Unemployment remains stable in Southwest Michigan

By Tony Wittkowski | Business Reporter | The Herald-Palladium

The unemployment rate proved stagnant throughout Berrien, Cass and Van Buren counties in November.

According to the state’s Bureau of Labor Market Information and Strategic Initiatives, typical seasonal hiring in retail trade was partially offset by continued seasonal layoffs in leisure and hospitality and in business services.

All four Southwest Michigan counties’ jobless rate changes were minimal, while three of which recorded jobless rates below the statewide-unadjusted unemployment rate of 4.5 percent in November.

Allegan County’s unemployment rate – the lowest in the region – rose from 3.2 percent to a 3.3 percent. Berrien County increased its jobless rate from 4.3 percent to 4.4 percent, and Cass County rose from 4.2 percent in October to 4.3 percent in November.

Van Buren County’s jobless rate rose from 4.4 percent to 4.7 percent – making it the highest unemployed county in the Southwest Michigan region.

Michigan finished with a 4.5 percent unemployment rate in November, while the U.S. produced a 4.4 percent jobless rate.

A look at Berrien jobs

November non-farm payroll jobs in Berrien fell by 800 to a total of 62,700. Seasonal job cuts were recorded in leisure and hospitality, professional and business services, and construction.

The 100 job additions each in manufacturing, retail trade and government were not large enough to compensate for these employment reductions.

Since November of last year, the goods-producing sector added 400 positions – all in manufacturing – while employment in the service-providing sector was flat. Private service industries that added jobs since November 2015 included leisure and hospitality, education and health, and financial activities.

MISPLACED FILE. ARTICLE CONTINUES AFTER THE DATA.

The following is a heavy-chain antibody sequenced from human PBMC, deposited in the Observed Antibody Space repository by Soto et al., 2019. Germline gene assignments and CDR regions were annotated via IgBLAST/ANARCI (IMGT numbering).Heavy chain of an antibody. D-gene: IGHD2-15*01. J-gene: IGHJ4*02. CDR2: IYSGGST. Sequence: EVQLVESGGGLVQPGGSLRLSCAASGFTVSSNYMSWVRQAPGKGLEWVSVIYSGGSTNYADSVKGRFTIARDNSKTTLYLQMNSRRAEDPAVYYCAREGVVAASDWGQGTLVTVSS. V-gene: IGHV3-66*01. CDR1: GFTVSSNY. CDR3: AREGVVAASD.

However, employment in professional and business services fell by 600 over the year. Total non-farm payroll employment in Berrien County was 400 above November 2015 levels. The current November payroll jobs were still below the pre-recessionary November 2007 level by 5.6 percent.

Contact Tony Wittkowski at twittkowski@TheHP.com or (269) 932-0358. Follow him on Twitter: @tonywittkowski.

(Author’s Note: This article was originally published on Dec. 25, 2016)

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Unemployment increases as residents seek jobs

By Tony Wittkowski | Business Reporter | The Herald-Palladium

There were two competing trends in the job market for October.

According to the state’s Bureau of Labor Market Information and Strategic Initiatives, typical seasonal employment changes were recorded as the education sector returned to full staffing and jobs continued to decline in leisure and hospitality services.